We're aware of an issue with converting some DOC, DOCX, ODT, and RTF files to EPUB through our Ebook Wizard.
We've created this Forum Thread with some workarounds and advice to assist you in publishing you ebook.

Help definitely needed here

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Comments

  • LarikaLarika Bibliophile
    Far less 'for chidren' and 'girly,' I hope you agree?
    Kevin, there is a lot of black in your cover. Does that print up well? 
  • Ron MillerRon Miller Professor
    edited December 2018
    Black looks OK on Lulu covers largely because the covers are glossy. Where blacks can go wrong is where you have very dark colors or tones in your artwork---these can tend to become even darker. They will then blend together, losing form and detail. If these colors are also surrounded by black, they will merge into the background. I've done several covers for Lulu books in which I have used solid blacks...but I have also been careful to make sure that the values in the colors are distinct enough to maintain contrast between things like figures and other shapes and the background. 

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  • him sound French by using such phrases as mon amour, ma chérie, La vie est belle and c'est la vie." 

    It's not unusual for foreigners when speaking English to slip a few of their clichés in. In fact some native English speakers slip a bit of cliché French in also! There's also a lot of French words embedded in to English.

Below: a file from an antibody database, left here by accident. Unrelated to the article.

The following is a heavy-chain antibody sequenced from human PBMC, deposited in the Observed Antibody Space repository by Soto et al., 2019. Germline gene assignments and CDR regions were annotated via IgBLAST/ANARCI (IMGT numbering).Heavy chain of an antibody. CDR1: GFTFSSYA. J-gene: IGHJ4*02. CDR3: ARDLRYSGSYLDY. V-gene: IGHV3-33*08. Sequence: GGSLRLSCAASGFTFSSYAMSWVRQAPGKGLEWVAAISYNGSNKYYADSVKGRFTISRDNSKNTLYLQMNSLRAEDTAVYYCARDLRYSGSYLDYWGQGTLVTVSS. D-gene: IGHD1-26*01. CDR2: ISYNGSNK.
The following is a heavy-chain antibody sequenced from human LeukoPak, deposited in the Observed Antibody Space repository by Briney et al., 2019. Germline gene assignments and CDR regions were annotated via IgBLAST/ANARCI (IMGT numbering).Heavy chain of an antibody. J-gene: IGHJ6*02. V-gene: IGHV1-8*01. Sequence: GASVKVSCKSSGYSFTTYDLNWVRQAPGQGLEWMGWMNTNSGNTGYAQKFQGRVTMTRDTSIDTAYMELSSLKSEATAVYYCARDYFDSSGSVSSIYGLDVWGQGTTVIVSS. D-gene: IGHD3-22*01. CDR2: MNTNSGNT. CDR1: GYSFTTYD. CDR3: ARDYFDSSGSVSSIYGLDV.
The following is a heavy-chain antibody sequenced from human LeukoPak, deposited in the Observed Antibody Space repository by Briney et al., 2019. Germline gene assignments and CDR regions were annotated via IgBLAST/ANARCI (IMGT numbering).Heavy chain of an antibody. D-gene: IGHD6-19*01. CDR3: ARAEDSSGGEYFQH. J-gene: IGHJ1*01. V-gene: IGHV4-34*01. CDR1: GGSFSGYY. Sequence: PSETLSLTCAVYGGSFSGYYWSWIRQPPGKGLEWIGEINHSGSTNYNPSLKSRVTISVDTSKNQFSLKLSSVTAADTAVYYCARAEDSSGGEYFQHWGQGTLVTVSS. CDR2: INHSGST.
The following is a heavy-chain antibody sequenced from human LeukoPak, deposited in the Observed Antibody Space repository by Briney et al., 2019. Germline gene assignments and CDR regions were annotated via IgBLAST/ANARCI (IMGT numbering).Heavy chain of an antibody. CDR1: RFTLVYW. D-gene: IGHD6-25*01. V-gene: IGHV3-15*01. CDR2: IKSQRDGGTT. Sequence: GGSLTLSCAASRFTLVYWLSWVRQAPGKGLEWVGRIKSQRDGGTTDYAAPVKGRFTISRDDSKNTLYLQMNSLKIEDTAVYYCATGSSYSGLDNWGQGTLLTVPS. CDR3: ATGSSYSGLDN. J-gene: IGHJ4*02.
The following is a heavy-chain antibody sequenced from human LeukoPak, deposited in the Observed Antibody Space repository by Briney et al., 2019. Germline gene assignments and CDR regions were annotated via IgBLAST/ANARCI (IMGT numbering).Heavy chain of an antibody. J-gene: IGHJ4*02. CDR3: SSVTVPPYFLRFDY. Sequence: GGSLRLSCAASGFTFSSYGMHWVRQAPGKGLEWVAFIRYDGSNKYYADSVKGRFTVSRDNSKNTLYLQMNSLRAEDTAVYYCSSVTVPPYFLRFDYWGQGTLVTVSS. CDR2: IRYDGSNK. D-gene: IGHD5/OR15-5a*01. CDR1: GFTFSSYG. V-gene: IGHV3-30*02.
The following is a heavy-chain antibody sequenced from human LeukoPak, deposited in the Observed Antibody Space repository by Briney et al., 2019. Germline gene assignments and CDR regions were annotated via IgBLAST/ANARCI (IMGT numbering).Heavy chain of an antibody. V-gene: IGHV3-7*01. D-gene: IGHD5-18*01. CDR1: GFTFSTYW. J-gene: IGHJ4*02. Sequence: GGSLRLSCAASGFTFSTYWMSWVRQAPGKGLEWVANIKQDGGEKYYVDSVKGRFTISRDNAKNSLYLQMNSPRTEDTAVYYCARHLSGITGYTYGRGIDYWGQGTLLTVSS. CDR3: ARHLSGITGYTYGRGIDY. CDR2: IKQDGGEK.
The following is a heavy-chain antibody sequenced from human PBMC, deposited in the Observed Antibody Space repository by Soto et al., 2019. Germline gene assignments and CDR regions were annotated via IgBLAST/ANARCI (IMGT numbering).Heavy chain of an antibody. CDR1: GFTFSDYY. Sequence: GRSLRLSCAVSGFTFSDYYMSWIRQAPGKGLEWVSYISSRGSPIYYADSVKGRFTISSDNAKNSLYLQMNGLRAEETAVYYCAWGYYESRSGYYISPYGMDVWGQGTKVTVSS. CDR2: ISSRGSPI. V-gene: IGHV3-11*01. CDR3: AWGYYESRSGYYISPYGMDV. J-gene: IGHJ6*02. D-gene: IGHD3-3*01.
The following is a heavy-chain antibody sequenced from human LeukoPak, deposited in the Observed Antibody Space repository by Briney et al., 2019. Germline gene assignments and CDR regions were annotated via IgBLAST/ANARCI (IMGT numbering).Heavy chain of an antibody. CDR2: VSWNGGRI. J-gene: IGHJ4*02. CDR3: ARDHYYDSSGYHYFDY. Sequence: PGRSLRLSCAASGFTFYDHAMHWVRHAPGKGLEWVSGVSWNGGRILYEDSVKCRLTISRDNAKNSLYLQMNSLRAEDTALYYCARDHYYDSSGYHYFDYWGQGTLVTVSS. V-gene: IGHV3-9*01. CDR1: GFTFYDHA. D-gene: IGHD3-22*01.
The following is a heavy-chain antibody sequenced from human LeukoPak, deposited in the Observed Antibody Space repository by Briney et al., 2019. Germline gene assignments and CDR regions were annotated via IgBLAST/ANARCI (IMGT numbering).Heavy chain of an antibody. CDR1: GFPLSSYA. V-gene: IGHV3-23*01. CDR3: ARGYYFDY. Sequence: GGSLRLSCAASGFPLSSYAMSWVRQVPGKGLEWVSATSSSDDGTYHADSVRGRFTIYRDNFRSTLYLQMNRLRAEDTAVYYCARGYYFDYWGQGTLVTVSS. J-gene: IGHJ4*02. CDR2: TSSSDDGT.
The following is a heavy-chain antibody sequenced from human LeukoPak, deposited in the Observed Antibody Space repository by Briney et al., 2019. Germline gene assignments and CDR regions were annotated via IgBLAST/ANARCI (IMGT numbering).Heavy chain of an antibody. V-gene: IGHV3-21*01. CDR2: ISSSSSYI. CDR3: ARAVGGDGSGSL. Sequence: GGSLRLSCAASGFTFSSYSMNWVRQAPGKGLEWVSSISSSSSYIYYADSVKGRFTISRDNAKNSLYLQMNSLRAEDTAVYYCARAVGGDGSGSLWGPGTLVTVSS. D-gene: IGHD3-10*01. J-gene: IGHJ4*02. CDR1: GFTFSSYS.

https://www.thegoodlifefrance.com/common-french-words-also-common-in-english/

    http://theeditorsblog.net/2017/01/23/restraining-accents/

  • LarikaLarika Bibliophile
    Yes, I was concerned that Lulu couldn't do black Ron. I had tended to avoid it for that reason. I'm glad it comes out OK. 
     The article on accents was interesting Kevin. I remember asking myself, (when I was writing a dialogue between a Frenchman and an English lady,) how do I show that my French character doesn't speak English very well? I lived in France for several years and I speak French, so I like the idea suggested by Thorne Smith, the author of the "Topper" series,  that Ron commented on, "instead of playing around with trying to make words sound like they were being spoken with an accent by playing around with the spelling, he translated his dialog into French word for word and then back into English, word for word. The results are really effective. He made his characters sound very much like a non-English speaker.